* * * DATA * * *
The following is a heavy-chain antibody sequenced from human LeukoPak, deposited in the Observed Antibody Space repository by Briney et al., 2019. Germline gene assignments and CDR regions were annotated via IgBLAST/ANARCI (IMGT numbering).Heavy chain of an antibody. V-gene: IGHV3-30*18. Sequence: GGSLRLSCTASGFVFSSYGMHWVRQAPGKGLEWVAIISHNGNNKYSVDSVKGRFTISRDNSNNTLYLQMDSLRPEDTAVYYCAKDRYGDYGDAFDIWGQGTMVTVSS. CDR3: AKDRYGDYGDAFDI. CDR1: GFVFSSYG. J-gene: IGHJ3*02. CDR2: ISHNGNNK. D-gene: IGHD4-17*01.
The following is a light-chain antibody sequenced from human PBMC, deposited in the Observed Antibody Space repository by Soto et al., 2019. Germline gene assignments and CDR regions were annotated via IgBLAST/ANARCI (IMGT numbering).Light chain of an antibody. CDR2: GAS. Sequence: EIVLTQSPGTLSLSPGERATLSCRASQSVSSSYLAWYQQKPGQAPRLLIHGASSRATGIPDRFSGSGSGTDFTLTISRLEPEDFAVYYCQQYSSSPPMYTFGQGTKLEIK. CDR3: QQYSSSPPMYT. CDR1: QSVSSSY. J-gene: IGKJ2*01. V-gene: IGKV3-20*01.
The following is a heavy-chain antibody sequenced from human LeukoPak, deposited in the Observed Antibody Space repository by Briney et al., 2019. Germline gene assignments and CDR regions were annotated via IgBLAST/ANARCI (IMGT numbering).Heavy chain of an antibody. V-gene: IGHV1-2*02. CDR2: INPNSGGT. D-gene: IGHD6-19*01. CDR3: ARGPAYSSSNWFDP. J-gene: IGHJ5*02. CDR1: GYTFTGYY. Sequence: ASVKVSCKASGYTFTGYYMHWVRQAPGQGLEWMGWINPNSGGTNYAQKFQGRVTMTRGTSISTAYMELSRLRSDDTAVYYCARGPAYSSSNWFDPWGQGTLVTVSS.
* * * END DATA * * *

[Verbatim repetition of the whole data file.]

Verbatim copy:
The following is a heavy-chain antibody sequenced from human LeukoPak, deposited in the Observed Antibody Space repository by Briney et al., 2019. Germline gene assignments and CDR regions were annotated via IgBLAST/ANARCI (IMGT numbering).Heavy chain of an antibody. V-gene: IGHV3-30*18. Sequence: GGSLRLSCTASGFVFSSYGMHWVRQAPGKGLEWVAIISHNGNNKYSVDSVKGRFTISRDNSNNTLYLQMDSLRPEDTAVYYCAKDRYGDYGDAFDIWGQGTMVTVSS. CDR3: AKDRYGDYGDAFDI. CDR1: GFVFSSYG. J-gene: IGHJ3*02. CDR2: ISHNGNNK. D-gene: IGHD4-17*01.
The following is a light-chain antibody sequenced from human PBMC, deposited in the Observed Antibody Space repository by Soto et al., 2019. Germline gene assignments and CDR regions were annotated via IgBLAST/ANARCI (IMGT numbering).Light chain of an antibody. CDR2: GAS. Sequence: EIVLTQSPGTLSLSPGERATLSCRASQSVSSSYLAWYQQKPGQAPRLLIHGASSRATGIPDRFSGSGSGTDFTLTISRLEPEDFAVYYCQQYSSSPPMYTFGQGTKLEIK. CDR3: QQYSSSPPMYT. CDR1: QSVSSSY. J-gene: IGKJ2*01. V-gene: IGKV3-20*01.
The following is a heavy-chain antibody sequenced from human LeukoPak, deposited in the Observed Antibody Space repository by Briney et al., 2019. Germline gene assignments and CDR regions were annotated via IgBLAST/ANARCI (IMGT numbering).Heavy chain of an antibody. V-gene: IGHV1-2*02. CDR2: INPNSGGT. D-gene: IGHD6-19*01. CDR3: ARGPAYSSSNWFDP. J-gene: IGHJ5*02. CDR1: GYTFTGYY. Sequence: ASVKVSCKASGYTFTGYYMHWVRQAPGQGLEWMGWINPNSGGTNYAQKFQGRVTMTRGTSISTAYMELSRLRSDDTAVYYCARGPAYSSSNWFDPWGQGTLVTVSS.